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Search Tags: budget
President Barack Obama on Friday signed a $1.1 trillion spending bill that funds the federal government through the end of September. Obama put his signature on the 1,582-page measure the day before federal funding was set to run out. The measure calls for less spending than Obama had proposed but more than Republicans sought. However, lawmakers of both parties were determined to avoid a repeat of the political showdown that caused the government shutdown.
With the unveiling of the bipartisan spending bill this week, federal agencies are getting a clearer picture of how much funding they'll get for the rest of the fiscal year. Track which agencies will see sizable increases or which will be getting the short end of the stick.
Frank Kendall, the undersecretary of Defense for acquisition, technology and logistics, said while the budget agreement adds money back to DoD's overall spending capacity in 2014 and 2015, the deal still doesn't plug holes in the Pentagon's research funding. Kendall estimated R&D funding will drop by as much as 20 percent compared to the department's initial requests.
Gordon Adams, professor of International Relations at American University, distinguished fellow at the Stimson Center and former associate director for National Security and International Affairs at the Office of Management and Budget joins host Francis Rose.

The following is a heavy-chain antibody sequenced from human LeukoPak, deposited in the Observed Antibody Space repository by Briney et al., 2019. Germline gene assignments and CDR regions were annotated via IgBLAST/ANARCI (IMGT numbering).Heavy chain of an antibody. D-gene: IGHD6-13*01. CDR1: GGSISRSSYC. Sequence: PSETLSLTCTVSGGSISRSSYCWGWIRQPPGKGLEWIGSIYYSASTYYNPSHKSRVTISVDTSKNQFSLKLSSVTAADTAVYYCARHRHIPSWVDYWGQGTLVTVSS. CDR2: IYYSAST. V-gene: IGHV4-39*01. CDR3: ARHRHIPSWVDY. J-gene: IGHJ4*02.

Shunning the turmoil of recent budget clashes, Congress is ready to approve a massive $1.1 trillion spending bill for this year, a compromise financing everything from airports to war costs and brimming with victories and setbacks for both parties.
After a month of negotiations, the leaders of the House and Senate Appropriations Committees unveiled a massive $1.1 trillion spending bill this week funding the government for the remainder of fiscal 2014. From federal pay and benefits to a further decline in the Internal Revenue Service's budget, read about three key takeaways of the bill.
Top congressional negotiators Monday night released a bipartisan $1 trillion spending bill that would pay for the operations of government through October. The bill includes an additional $85 billion for war spending in Afghanistan. Among other provisions, the bill awards federal civilian and military workers a 1 percent raise. The House is slated to vote on the measure Wednesday.